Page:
Do you often find there’s a cold breeze tickling your toes? Well, you can do more to tackle this problem than simply putting on a pair of slippers. With about 15% of your home’s heat being lost through the floor, adding a layer of insulation beneath your floorboards can not only eliminate draughts, but will also reduce your energy costs. To get you up to speed with the ins and outs of floor insulation, here’s how to work out which type of floor insulation is right for your home.
Looking for ways to shrink both your energy bill and your carbon footprint? Check out our infographic on how you can make your home more energy efficient.
What are the benefits of floor insulation?
Aside from reducing draughts around your home, installing floor insulation will save you money in energy costs. Average fuel bill savings vary depending on the type of property you live in, ranging from £30 - £40 per year for a mid-terraced house to £70 - £90 per year for a detached property. So, if you’re planning on living in your home for more than a few years, insulating your floor could be a worthy investment.
On top of saving yourself some cash, you’ll also be doing your bit for the environment. Insulating your floor will lead to an annual CO₂ saving of 120 – 160kg for a mid-terraced home and a 310 - 370kg for a detached house.
If you’re a dab hand at DIY, you might even be able to save yourself money by installing the insulation yourself. However, the feasibility of this not only depends on your skills as an individual, but also the type of insulation your floor will require.
Types of floor insulation
The age of your property will usually determine the type of floor in your home. Older homes are more likely to feature suspended timber floors, while newer homes tend to have ground floors made up of solid concrete.
You can check what type of floor your property has by either lifting up a corner of your carpet and underlay, or if you have a basement or cellar, by going down and looking from underneath.
Suspended floor insulation
A suspended timber floor is where the floorboards sit on top of wooden joists. If you have access to the floorboards from underneath, you can easily insulate them by fitting rigid insulating boards between the joists. To do this, cut the insulating boards to the same width as the joists, then use a mallet to gently tap them into place. If the insulating boards don’t hold in place, you can use battens to secure them.
If you don’t have access to your floorboards from underneath, you can still insulate them. However, you’ll have to take up your floorboards to do so. Once you’ve removed the floor boards, check to see if any joists have rotted and need replacing.
To insulate your floor, you’ll need to lay a net over the joists to prevent the insulation from touching the ground below. The net will need to sag enough between the joists to provide enough room for the insulation, but not so much that it touches the ground. Cut the insulation wool so it fits snugly between the joists and lay it so it runs parallel with them. Once you’ve laid the insulation, replace the floorboards as they were before.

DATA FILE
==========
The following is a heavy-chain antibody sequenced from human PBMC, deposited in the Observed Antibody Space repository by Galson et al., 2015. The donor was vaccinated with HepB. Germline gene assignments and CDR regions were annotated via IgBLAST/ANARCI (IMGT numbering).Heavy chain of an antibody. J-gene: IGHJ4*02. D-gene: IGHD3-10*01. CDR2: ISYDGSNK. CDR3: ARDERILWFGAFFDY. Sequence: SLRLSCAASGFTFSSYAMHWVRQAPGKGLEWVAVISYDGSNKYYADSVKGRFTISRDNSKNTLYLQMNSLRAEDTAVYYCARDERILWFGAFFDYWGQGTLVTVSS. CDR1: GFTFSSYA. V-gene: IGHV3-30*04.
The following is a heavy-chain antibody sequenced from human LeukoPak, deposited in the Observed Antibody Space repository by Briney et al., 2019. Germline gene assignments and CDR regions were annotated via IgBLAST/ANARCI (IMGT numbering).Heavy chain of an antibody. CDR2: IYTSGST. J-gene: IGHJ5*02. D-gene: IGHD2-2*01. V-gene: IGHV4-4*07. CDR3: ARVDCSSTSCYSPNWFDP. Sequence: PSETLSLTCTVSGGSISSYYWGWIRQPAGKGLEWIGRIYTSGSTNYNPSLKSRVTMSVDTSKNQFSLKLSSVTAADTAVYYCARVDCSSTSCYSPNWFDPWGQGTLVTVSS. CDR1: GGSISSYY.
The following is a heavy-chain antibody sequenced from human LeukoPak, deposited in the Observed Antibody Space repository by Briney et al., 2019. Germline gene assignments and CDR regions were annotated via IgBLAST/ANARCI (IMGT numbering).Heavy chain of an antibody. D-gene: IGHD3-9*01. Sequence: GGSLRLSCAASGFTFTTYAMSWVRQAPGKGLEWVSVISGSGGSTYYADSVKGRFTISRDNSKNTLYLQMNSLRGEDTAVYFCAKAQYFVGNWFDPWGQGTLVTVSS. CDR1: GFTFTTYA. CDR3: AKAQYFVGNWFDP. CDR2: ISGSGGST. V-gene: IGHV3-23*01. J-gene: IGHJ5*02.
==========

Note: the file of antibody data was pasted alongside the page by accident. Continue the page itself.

The cost of insulating a suspended timber floor varies depending on whether you’re able to do it yourself or if you would rather get help from a professional. Doing the work yourself will probably only set you back around £100, however the cost of getting your floor insulation installed by a professional will usually range from £300 - £750.
Solid floor insulation
Insulating solid concrete floors is more expensive than suspended floor insulation and tends to be carried out when the floor itself needs replacing. To insulate a solid floor, you’d first need to lay a damp proof membrane, then cover it with polystyrene insulating boards. Ensuring there are no gaps, these boards would then be fixed in place with either glue or insulating tape. Finally, a layer of chipboard would be placed over the floor.
The cost of getting a solid floor professionally insulated is from around £950 - £2,200, so may only be financially beneficial if you’re planning on living in your current home for a long time. Another factor to consider is that with solid floor insulation, you’ll also lose a few inches of your room height.
When do floors not need insulating?
If you live in a flat and have another flat beneath you, you don’t need to insulate your floor. Likewise, you don’t need to insulate the floors of upstairs rooms in your house. Finally, if you’re thinking that floor insulation may not fit into your budget, you could also look into purchasing rugs or carpets to make your home feel warmer.
If you’re fed up of hefty energy bills, why stop at insulating your floor? Here’s our guide on how to insulate your loft.